4. Click the Proceed button to continue.
5. In the Setup Wizard, read the End User License Agreement (EULA) and select the I Accept the terms in the license agreement radio button.
6. Click the I Agree button to continue.
7. In the next screen, click the First machine in Cluster radio button.
8. Click the Next button to continue.
9. In the next screen, configure each appliance password, including:
- The Linux RootUser password, which is the operating system super-user; this user requires a highly secure password,
- The User password, which is a limited access shell account, and
- The Admin (Web GUI) password, which is used to access the Web Interface and all features
10. Click the Next button to continue.
11. In the next screen, select the Appliance option to indicate this machine will serve as the appliance.
12. Click the Next button.
13. In the next screen, enter your reseller username and password and then click the Get Customers button. The screen expands, prompting you to select the Customer and Location where this appliance will be deployed.
14. In the Customer Username drop-down menu, select the appropriate Customer Username.
15. In the Customer Location drop-down menu, select the appropriate Location. If the drop-down menu does not display a list of customers and locations, then you do not have customers with unused locations configured within the License Portal.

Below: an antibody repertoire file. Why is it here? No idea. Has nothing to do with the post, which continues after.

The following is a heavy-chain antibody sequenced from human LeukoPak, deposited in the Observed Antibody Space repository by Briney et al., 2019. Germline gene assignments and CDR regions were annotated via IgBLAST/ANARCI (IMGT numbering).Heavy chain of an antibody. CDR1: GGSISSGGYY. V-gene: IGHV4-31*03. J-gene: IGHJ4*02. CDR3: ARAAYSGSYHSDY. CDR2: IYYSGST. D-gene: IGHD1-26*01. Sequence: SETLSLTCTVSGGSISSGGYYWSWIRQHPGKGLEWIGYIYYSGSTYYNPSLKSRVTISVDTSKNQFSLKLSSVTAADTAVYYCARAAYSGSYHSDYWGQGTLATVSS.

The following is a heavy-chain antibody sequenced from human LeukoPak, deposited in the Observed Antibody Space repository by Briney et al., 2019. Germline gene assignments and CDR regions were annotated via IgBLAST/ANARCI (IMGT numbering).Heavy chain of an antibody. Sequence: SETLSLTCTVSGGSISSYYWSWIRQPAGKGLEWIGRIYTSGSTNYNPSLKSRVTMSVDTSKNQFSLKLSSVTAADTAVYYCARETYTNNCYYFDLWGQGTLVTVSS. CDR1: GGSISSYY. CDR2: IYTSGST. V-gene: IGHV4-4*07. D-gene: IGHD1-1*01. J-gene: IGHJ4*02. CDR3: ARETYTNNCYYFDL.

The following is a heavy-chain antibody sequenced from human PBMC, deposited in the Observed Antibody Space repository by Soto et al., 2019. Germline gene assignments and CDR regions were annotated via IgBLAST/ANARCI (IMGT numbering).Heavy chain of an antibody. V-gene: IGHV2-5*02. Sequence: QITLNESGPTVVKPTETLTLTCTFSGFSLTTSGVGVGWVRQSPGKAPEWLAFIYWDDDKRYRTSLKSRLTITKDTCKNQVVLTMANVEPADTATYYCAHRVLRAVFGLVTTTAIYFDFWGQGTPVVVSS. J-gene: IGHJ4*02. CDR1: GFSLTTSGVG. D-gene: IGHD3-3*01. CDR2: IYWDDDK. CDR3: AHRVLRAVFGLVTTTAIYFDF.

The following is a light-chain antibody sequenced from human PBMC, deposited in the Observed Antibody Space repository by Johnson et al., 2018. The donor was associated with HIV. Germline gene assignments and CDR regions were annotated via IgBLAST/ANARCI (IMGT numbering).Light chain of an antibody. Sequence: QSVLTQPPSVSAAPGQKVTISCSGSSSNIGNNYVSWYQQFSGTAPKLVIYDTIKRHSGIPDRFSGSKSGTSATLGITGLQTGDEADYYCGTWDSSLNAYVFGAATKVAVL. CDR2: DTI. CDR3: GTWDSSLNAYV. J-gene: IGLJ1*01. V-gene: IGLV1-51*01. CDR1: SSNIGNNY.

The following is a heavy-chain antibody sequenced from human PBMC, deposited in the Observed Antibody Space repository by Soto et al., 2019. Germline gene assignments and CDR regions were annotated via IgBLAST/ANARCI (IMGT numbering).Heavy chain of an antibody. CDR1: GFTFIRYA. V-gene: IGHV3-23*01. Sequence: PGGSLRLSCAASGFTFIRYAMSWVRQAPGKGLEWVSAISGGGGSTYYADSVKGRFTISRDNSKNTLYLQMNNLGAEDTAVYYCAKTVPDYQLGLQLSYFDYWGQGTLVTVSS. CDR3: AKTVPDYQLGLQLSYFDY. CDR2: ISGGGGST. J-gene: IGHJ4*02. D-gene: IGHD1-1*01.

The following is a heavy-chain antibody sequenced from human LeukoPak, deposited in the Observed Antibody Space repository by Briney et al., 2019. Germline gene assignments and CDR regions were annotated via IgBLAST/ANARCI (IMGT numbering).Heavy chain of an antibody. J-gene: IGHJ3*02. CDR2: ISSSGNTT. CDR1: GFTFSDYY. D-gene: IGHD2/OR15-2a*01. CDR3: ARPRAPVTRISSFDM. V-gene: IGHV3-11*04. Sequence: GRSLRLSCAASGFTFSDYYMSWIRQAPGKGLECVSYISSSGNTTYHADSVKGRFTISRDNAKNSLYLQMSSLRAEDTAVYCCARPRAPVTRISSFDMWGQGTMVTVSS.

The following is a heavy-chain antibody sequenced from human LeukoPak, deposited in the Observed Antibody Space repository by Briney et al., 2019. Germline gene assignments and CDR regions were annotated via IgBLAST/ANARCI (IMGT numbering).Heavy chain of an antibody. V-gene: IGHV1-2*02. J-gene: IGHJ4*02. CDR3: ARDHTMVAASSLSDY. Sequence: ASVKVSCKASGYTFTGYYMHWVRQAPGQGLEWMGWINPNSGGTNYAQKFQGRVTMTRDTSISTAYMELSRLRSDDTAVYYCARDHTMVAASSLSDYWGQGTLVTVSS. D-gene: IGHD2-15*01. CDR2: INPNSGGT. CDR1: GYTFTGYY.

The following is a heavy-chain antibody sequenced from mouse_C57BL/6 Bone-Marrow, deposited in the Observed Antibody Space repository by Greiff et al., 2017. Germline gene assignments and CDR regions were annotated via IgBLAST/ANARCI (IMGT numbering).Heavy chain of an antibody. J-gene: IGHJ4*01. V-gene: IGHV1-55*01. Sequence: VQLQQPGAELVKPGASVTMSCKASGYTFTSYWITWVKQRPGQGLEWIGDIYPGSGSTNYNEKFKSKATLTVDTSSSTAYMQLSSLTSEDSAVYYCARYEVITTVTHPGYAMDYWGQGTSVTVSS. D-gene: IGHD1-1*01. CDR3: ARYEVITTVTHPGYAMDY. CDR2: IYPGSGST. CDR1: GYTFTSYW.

16. Click the Next button when you are finished.
17. In the next screen, use the Select Time Zone drop-down menu to select the time zone for the selected Location.
18. Click the Setup button when you are finished. The appliance will complete the configuration process and reboot.
Logging into the appliance UI
When the appliance is configured and ready to be used, you will be able to access the appliance Web interface from any browser in the network. If you ordered a preconfigured Axcient BDR appliance, you will be able to access the appliance Web interface as soon as you turn on your appliance. You will need to use the password you defined during the ordering process.
1. With the appliance turned on, type the IP address of your appliance into the address bar.
2. When prompted, type your Username (admin) and your Password and then click the Login button.
3. In the Appliance Web interface, you can now manage settings and add a Storage Pool.
Auto-enable Remote Assist
When you first log in, a pop-up window displays, prompting you to configure the Auto-Enable Remote Assist feature. We highly recommend selecting Yes.
When you enable this feature, Remote Assist is automatically enabled for 7 days following an upgrade of the software. Remote Assist allows Axcient Support to access your BDR devices without your intervention in order to perform troubleshooting tasks. Axcient monitors all BDR devices through Telemetry and attempts to proactively correct issues that might occur during updates.